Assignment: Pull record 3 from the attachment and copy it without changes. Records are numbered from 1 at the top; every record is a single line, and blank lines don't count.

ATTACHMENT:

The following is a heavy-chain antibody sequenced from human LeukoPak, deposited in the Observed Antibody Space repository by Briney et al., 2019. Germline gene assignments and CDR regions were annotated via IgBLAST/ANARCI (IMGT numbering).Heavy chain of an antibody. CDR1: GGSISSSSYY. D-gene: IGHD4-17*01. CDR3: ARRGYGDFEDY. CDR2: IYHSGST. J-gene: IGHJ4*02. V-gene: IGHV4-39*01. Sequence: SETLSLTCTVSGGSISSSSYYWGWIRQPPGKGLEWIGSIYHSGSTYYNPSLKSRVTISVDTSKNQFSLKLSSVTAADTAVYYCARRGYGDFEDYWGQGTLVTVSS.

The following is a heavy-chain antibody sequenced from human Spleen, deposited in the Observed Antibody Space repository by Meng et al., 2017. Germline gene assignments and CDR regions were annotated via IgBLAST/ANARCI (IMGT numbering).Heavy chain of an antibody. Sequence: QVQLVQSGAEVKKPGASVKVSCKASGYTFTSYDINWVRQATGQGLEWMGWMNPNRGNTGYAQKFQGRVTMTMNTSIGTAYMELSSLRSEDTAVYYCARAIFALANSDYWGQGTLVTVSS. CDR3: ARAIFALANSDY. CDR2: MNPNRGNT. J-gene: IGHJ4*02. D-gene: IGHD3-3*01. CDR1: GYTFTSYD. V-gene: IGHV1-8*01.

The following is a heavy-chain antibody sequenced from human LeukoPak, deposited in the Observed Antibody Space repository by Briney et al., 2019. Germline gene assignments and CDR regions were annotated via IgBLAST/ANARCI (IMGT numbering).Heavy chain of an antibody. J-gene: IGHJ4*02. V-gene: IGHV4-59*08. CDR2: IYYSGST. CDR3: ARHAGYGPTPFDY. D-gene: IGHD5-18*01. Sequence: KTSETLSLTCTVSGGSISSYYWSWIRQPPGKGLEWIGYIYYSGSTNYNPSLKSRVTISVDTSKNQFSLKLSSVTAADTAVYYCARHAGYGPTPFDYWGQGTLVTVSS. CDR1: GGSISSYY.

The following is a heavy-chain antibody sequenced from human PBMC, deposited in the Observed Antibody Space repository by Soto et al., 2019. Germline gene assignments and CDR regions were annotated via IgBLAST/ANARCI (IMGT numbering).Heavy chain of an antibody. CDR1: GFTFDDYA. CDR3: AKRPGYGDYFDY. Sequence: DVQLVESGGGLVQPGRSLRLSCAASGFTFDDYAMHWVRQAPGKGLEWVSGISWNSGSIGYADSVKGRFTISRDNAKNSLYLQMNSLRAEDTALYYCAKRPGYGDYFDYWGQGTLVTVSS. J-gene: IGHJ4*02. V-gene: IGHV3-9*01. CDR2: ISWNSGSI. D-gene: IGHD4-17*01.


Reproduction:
The following is a heavy-chain antibody sequenced from human LeukoPak, deposited in the Observed Antibody Space repository by Briney et al., 2019. Germline gene assignments and CDR regions were annotated via IgBLAST/ANARCI (IMGT numbering).Heavy chain of an antibody. J-gene: IGHJ4*02. V-gene: IGHV4-59*08. CDR2: IYYSGST. CDR3: ARHAGYGPTPFDY. D-gene: IGHD5-18*01. Sequence: KTSETLSLTCTVSGGSISSYYWSWIRQPPGKGLEWIGYIYYSGSTNYNPSLKSRVTISVDTSKNQFSLKLSSVTAADTAVYYCARHAGYGPTPFDYWGQGTLVTVSS. CDR1: GGSISSYY.